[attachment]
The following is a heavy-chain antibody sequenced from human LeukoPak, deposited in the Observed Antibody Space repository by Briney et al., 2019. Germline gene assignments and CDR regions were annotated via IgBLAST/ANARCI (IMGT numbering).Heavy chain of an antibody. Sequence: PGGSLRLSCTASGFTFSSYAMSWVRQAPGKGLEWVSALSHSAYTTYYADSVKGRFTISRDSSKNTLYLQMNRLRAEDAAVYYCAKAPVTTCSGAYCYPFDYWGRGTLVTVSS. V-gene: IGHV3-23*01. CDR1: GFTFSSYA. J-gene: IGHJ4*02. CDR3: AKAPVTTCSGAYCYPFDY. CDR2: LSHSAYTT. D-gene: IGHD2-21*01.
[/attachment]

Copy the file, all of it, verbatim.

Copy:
The following is a heavy-chain antibody sequenced from human LeukoPak, deposited in the Observed Antibody Space repository by Briney et al., 2019. Germline gene assignments and CDR regions were annotated via IgBLAST/ANARCI (IMGT numbering).Heavy chain of an antibody. Sequence: PGGSLRLSCTASGFTFSSYAMSWVRQAPGKGLEWVSALSHSAYTTYYADSVKGRFTISRDSSKNTLYLQMNRLRAEDAAVYYCAKAPVTTCSGAYCYPFDYWGRGTLVTVSS. V-gene: IGHV3-23*01. CDR1: GFTFSSYA. J-gene: IGHJ4*02. CDR3: AKAPVTTCSGAYCYPFDY. CDR2: LSHSAYTT. D-gene: IGHD2-21*01.